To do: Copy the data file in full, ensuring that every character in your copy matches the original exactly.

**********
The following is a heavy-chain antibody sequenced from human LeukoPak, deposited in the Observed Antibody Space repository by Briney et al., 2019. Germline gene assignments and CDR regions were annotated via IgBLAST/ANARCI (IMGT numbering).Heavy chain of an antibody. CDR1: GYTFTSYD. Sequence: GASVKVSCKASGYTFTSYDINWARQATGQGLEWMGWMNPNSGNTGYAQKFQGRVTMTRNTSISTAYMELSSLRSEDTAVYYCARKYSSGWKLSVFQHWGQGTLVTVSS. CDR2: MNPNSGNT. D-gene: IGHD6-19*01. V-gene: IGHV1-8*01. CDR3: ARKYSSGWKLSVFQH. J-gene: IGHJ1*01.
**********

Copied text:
The following is a heavy-chain antibody sequenced from human LeukoPak, deposited in the Observed Antibody Space repository by Briney et al., 2019. Germline gene assignments and CDR regions were annotated via IgBLAST/ANARCI (IMGT numbering).Heavy chain of an antibody. CDR1: GYTFTSYD. Sequence: GASVKVSCKASGYTFTSYDINWARQATGQGLEWMGWMNPNSGNTGYAQKFQGRVTMTRNTSISTAYMELSSLRSEDTAVYYCARKYSSGWKLSVFQHWGQGTLVTVSS. CDR2: MNPNSGNT. D-gene: IGHD6-19*01. V-gene: IGHV1-8*01. CDR3: ARKYSSGWKLSVFQH. J-gene: IGHJ1*01.